Originally published in Fox News
Police stopped a “Belgian Charlie Hebdo” late Thursday, with government agents killing at least two in raids aimed at jihadists returning from Syria who were planning to launch terrorist attacks “on a grand scale,” according to police and prosecutors.
The raids included one on an apartment above a bakery in the eastern city of Verviers, authorities said. They said no officers were injured and that the suspects opened fire on them as the swooped in. Authorities said the terror cell had ties to ISIS and was planning a major attack.
“We’ve averted a Belgian Charlie Hebdo,” an unidentified police officer told La Meuse.
It was not known if the suspects in Belgium had direct links to the terror cell that carried out last week’s attacks in Paris. But much of Europe is deeply concerned about homegrown jihadists sympatizers – and passport holders – who are returning battle-hardened from Iraq and Syria. Thursday’s raids came as a man suspected of selling guns used in last week’s terror attacks in France was being detained in another part of the country.
Magistrate Eric Van der Sypt told reporters in Brussels the suspects were on the verge of committing a major terrorist attack. He said at emergency news conference that anti-terrorist raids are underway in the Brussels region and Verviers and that Belgium’s terror alert level was raised to its second highest level. The raids were part of an investigation into extremists returning from Syria.
Belgian public television channel RTBF reported that the public prosecutor’s office confirmed the deaths of two suspects and arrests of “several” more. Federal prosecutors were quoted as saying there had been a police operation aimed at jihadists who have returned from the Middle East to the city of 55 000, some 70 miles from Brussels.
Explosions and gunfire were apparently heard near the station, according to Belgium’s public broadcaster RTBF. The Belga news agency said there were several casualties and police activity was continuing. Another official told the agency it was “jihadist-related” and a news conference was scheduled for 8 p.m. local time.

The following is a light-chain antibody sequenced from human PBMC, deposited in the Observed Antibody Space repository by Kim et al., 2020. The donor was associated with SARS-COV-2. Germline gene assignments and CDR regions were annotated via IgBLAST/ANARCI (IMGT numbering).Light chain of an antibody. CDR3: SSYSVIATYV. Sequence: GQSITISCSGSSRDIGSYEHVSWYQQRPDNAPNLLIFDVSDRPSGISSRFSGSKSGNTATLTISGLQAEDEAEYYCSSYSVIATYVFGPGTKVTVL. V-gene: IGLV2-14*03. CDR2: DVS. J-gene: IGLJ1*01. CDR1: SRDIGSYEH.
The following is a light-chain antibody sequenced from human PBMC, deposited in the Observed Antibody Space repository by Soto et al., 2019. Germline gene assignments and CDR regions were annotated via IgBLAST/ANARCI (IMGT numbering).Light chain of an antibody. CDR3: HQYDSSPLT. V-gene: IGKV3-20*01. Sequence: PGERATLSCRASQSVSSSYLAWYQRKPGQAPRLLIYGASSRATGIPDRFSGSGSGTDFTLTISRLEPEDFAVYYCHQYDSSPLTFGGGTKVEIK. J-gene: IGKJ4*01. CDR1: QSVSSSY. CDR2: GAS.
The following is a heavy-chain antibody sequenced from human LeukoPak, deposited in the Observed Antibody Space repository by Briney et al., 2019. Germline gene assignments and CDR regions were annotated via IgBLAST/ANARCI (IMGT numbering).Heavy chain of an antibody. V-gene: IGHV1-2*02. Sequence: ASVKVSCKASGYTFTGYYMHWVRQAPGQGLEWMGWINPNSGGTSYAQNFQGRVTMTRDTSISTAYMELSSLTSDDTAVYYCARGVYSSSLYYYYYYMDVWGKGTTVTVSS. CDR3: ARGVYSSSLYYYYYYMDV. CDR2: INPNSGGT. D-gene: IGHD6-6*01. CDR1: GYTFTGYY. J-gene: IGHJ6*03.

Earlier, Reuters reported that Belgian authorities detained a man for arms dealing and are investigating whether he supplied one of the Islamist gunmen involved in the attacks in Paris, including a raid on the headquarters of satirical weekly Charlie Hebdo and a separate siege at a Jewish supermarket two days later. A total of 17 victims and three terrorists were killed in the events.
Belgian media reported that the suspect turned himself in in the southern city of Charleroi on Tuesday, saying he had been in touch with Amedy Coulibaly, the behind the supermarket attack.
According to the reports, the man said that he swindled Coulibaly in a car sale, but police later found evidence that the two were negotiating about the sale of ammunition for a 7.62 mm caliber firearm.
It was not known if the raid in Belgium was directly related to recent events in France, but the nations share a 385-mile border and are close culturally and politically.On Sunday, the offices of Belgian newspaper Le Soir, a French-language publication that published caricatures of Prophet Muhammad to show solidarity with Charlie Hebdo, were evacuated after a bomb threat. Also on Sunday, thousands marched through Brussels to show support for the French tabloid which was targeted by a pair of radicalized brothers because of its penchant for publishing images of Islam’s prophet.
A German tabloid that reprinted caricatures of Muhammad was firebombed on Sunday. But Charlie Hebdo came out with a new issue on Wednesday, with a caricature of Muhammad on the cover under the title “Tout est pardonne,” or “All is forgiven.”